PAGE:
Iran's old guard brings revolution upon itself

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A REVOLUTION within the revolution. Looking back, we might have seen it coming.

The overwhelming democratic vote for the Iranian President Mohammad Khatami two years ago and then the repression, the closing of newspapers, the trial of Tehran's mayor, the murder of intellectuals, the repeated flouting by the old parliament of Mr Khatami's call for a "civil society", for a place without fear.

And it is a sign of the arrogance of the old guard - the bazaaris and the mullahs and those who clustered around the Supreme Leader - that they never guessed that an attack on the students of Tehran would ignite the flame.

With a few exceptions, it is the students who now find themselves amid the flames. It was the students who were attacked by police on the Tehran campus, the students who marched in the street crying for "an end to despotism" - how like the revolution of 1979 - and the students whose power forced the arrest of the senior policemen who assaulted them. It was students, too, who appeared on the streets of Tehran again yesterday, ignoring even their President's appeals for calm as they came under tear- gas attack from the police.

And those very men who had achieved such total theocratic power on the shoulders of Khomeini's students, who had wrested Iran from the most powerful dictator in the Middle East with students' blood, who had encouraged the "students of the Imam" to clamber over the walls of the American and British embassies 20 years ago, forgot the very source of their own street power. Until,that is, the interior ministry police and their vigilante allies decided to teach Tehran University undergraduates a lesson last week - the students had been protesting at the closure of another pro- Khatami newspaper, Salam - and found themselves facing a revolt.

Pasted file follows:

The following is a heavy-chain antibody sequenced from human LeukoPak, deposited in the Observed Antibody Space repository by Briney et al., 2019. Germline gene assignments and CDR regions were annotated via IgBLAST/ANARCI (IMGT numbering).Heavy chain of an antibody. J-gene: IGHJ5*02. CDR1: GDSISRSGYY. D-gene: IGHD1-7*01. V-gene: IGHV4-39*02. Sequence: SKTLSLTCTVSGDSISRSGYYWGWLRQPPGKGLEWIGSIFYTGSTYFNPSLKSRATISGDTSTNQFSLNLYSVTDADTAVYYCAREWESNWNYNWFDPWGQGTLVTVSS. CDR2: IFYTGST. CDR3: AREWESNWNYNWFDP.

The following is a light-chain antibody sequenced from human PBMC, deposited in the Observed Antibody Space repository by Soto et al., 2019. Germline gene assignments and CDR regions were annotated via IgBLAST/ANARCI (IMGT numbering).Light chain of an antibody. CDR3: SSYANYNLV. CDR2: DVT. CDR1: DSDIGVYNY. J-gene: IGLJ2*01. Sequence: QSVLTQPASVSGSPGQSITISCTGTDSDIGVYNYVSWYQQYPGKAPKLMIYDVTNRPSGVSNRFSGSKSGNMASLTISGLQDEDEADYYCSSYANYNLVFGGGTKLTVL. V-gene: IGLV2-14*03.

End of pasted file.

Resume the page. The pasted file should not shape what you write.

It all fitted into a familiar history. In January, 1962, the Shah had sent his police into Tehran university, viciously assaulting male and female students and prompting the chancellor to resign with the angry accusation that "when we inspected the university buildings we were faced with the same situation as if an army of barbarians had invaded an enemy territory". And last week, the police of the Islamic republic moved into the same university - just 37 years later - prompting the resignation of the university president and the minister of higher education amid identical scenes of brutality. Yesterday, tear gas was still drifting through the student dormitories.

To generalise about the causes of the student revolt is easy. Frustration and economic misfortune, a gathering fury at the intolerance of the old and uneducated men who chose to shut off the freedoms they had been promised, a conviction that they were being cheated of the democracy they had voted for. But it is equally easy to be taken in by the cliches of the West: that this is a struggle between "doves and hawks", between "hardliners and moderates" and all the other characters from satellite television's central casting.